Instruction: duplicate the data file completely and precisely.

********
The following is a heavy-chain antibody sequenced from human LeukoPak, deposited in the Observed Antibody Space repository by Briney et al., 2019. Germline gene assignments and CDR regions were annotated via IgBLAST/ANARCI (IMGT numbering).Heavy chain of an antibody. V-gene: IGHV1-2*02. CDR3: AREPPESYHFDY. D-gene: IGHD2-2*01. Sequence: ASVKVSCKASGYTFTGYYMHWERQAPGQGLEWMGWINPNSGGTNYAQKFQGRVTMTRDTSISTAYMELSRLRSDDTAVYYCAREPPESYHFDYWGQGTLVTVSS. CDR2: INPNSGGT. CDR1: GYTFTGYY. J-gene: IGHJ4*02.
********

The following is a heavy-chain antibody sequenced from human LeukoPak, deposited in the Observed Antibody Space repository by Briney et al., 2019. Germline gene assignments and CDR regions were annotated via IgBLAST/ANARCI (IMGT numbering).Heavy chain of an antibody. V-gene: IGHV1-2*02. CDR3: AREPPESYHFDY. D-gene: IGHD2-2*01. Sequence: ASVKVSCKASGYTFTGYYMHWERQAPGQGLEWMGWINPNSGGTNYAQKFQGRVTMTRDTSISTAYMELSRLRSDDTAVYYCAREPPESYHFDYWGQGTLVTVSS. CDR2: INPNSGGT. CDR1: GYTFTGYY. J-gene: IGHJ4*02.